For someone who has been training for around twenty years you better have gotten something from your training. Your routine stinks! And the worst thing is that you take three hours to do it. Limited routines such as yours are OK for short periods but to do the same basics for twenty years!!! Where have you been?

Get more variety in your training and increase the reps to 8-10. I suggest you split a routine based on working each muscle group with three different exercises at least, maybe four. If you want shape and impressiveness then I suggest you use specific isolation exercises. Kill your love affair with the basics. After twenty years it's about time.

Posted Friday, November 04, 2005

Filed under Chest

by Vince Gironda

I do not think I have seen six men in my life do a chin properly. Don Howorth was one of them. Don pulled up with his chest high and touched his chest to the bar almost as low as his low Pec line. His elbows were drawn down to his sides, touching his lats, and with the chest high and the shoulders down and back, he contracted his lats to the maximum.

If you look up the function of the lat in any Kinesiology book, it will show that the lat – in the fully contracted position – the shoulders are drawn down and back! Round the back and shoulders forward, and you shift to the Teres major muscles. Also, if you do not arch your back to full contraction, you will not develop any of the fibres across the back that attach to the spine. This will give you a flat underdeveloped look with no thickness.

This is how you do the chin: Reach up and grasp the chinning bar, but not too wide…closer than you ordinarily do them, because the lats are partially contracted in a wide grip. Next, stand on a box so that you can jump up into the contracted position and hold at the top for a split second. Now, lower your body and stand on the box (Do singles). Jump up again and touch your low pec to the bar and arch the back. Most important – elbows must touch the sides in the top or contracted position to achieve maximum contraction.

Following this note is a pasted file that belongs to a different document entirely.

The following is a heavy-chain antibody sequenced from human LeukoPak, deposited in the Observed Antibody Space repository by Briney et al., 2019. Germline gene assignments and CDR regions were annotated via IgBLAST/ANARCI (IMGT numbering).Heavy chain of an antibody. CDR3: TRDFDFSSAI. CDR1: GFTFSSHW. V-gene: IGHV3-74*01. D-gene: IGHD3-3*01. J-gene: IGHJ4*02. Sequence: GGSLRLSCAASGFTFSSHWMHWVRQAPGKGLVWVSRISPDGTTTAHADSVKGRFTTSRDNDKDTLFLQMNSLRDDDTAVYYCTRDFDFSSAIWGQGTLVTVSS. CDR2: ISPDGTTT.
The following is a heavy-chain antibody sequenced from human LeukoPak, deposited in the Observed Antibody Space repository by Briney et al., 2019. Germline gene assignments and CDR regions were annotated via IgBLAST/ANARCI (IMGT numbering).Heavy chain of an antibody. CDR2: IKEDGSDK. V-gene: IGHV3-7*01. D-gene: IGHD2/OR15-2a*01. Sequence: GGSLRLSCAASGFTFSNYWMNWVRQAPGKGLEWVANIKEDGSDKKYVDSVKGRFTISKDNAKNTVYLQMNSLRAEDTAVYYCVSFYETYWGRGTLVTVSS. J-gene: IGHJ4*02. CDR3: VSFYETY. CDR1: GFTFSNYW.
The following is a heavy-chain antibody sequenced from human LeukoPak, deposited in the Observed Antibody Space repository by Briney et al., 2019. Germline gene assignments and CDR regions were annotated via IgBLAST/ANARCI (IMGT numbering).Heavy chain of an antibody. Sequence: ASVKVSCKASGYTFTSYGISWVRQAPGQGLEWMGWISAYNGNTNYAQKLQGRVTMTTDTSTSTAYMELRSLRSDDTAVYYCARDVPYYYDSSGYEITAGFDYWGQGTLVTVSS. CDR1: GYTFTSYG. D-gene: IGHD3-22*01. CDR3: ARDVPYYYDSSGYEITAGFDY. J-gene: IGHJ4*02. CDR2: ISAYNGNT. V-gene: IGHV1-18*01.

The next most abused exercise is the parallel dip for pec development. The average bodybuilder does this exercise with his elbows back and his chest up and the back arched. Also, he does not drop down low enough, plus his body usually swings due to excessive speed in pec – forming the exercise. The proper way to dip is as follows: Hands should be 32” wide, elbows straight out to the sides (never back), and chin on chest. Chest must be concave and back rounded, feet forward under the head. In short, the body is in a crescent shape. The bottom of the dipping movement is the most important part of the dip; the first 8-10 inches are very isolated pec and most important – dipping receives less help from the deltoid than any other pec exercise. Bench Press plus Incline Dumbell Press – knuckles not facing each other but forward, about 90 percent assistance from delts. The wider the parallel bar, the wider the stress on the pec where the pec disappears under the front deltoid. This gives the chest a greater illusion of width.

Here, in Vince’s Gym, we have V-shaped parallel dip bars and by just moving your hands back you get a wider portion of the pec. By the way, if you hump up your back at the top of the movement, you work the Serratus muscles very forcibly.

Gironda site links: